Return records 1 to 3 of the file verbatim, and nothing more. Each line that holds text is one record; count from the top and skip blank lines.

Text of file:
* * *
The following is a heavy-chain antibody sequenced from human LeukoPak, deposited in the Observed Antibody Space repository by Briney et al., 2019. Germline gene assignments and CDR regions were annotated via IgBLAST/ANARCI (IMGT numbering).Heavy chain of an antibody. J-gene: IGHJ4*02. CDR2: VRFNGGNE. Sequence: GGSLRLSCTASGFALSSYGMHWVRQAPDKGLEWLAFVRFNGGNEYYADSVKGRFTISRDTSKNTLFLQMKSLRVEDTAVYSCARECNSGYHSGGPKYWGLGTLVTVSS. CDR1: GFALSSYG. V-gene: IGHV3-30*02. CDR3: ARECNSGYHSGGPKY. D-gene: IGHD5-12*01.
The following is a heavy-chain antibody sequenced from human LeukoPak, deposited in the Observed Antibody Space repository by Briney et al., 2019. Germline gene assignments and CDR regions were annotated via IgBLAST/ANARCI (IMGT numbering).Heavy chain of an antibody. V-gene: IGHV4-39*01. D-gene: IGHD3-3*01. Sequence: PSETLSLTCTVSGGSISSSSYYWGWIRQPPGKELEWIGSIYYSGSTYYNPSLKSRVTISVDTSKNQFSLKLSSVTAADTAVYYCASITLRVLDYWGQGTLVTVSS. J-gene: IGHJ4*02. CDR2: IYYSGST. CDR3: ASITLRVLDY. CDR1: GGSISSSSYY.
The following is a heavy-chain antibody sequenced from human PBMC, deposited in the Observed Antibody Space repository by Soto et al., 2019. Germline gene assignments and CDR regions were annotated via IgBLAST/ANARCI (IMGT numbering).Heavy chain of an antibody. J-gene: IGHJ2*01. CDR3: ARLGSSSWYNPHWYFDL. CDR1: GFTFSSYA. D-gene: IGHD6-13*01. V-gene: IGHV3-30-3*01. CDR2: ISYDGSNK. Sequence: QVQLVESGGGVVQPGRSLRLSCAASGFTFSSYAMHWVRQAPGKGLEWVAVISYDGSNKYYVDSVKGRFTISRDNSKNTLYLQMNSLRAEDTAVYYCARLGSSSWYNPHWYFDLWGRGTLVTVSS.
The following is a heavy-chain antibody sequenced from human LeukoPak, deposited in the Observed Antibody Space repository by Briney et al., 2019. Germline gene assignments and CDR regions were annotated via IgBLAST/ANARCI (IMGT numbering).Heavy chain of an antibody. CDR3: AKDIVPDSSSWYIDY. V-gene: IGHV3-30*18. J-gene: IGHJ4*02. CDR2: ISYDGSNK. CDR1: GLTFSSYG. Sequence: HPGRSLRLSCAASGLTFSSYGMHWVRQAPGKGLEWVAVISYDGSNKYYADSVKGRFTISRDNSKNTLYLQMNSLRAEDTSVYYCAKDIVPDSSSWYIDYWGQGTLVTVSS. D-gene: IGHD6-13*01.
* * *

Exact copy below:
The following is a heavy-chain antibody sequenced from human LeukoPak, deposited in the Observed Antibody Space repository by Briney et al., 2019. Germline gene assignments and CDR regions were annotated via IgBLAST/ANARCI (IMGT numbering).Heavy chain of an antibody. J-gene: IGHJ4*02. CDR2: VRFNGGNE. Sequence: GGSLRLSCTASGFALSSYGMHWVRQAPDKGLEWLAFVRFNGGNEYYADSVKGRFTISRDTSKNTLFLQMKSLRVEDTAVYSCARECNSGYHSGGPKYWGLGTLVTVSS. CDR1: GFALSSYG. V-gene: IGHV3-30*02. CDR3: ARECNSGYHSGGPKY. D-gene: IGHD5-12*01.
The following is a heavy-chain antibody sequenced from human LeukoPak, deposited in the Observed Antibody Space repository by Briney et al., 2019. Germline gene assignments and CDR regions were annotated via IgBLAST/ANARCI (IMGT numbering).Heavy chain of an antibody. V-gene: IGHV4-39*01. D-gene: IGHD3-3*01. Sequence: PSETLSLTCTVSGGSISSSSYYWGWIRQPPGKELEWIGSIYYSGSTYYNPSLKSRVTISVDTSKNQFSLKLSSVTAADTAVYYCASITLRVLDYWGQGTLVTVSS. J-gene: IGHJ4*02. CDR2: IYYSGST. CDR3: ASITLRVLDY. CDR1: GGSISSSSYY.
The following is a heavy-chain antibody sequenced from human PBMC, deposited in the Observed Antibody Space repository by Soto et al., 2019. Germline gene assignments and CDR regions were annotated via IgBLAST/ANARCI (IMGT numbering).Heavy chain of an antibody. J-gene: IGHJ2*01. CDR3: ARLGSSSWYNPHWYFDL. CDR1: GFTFSSYA. D-gene: IGHD6-13*01. V-gene: IGHV3-30-3*01. CDR2: ISYDGSNK. Sequence: QVQLVESGGGVVQPGRSLRLSCAASGFTFSSYAMHWVRQAPGKGLEWVAVISYDGSNKYYVDSVKGRFTISRDNSKNTLYLQMNSLRAEDTAVYYCARLGSSSWYNPHWYFDLWGRGTLVTVSS.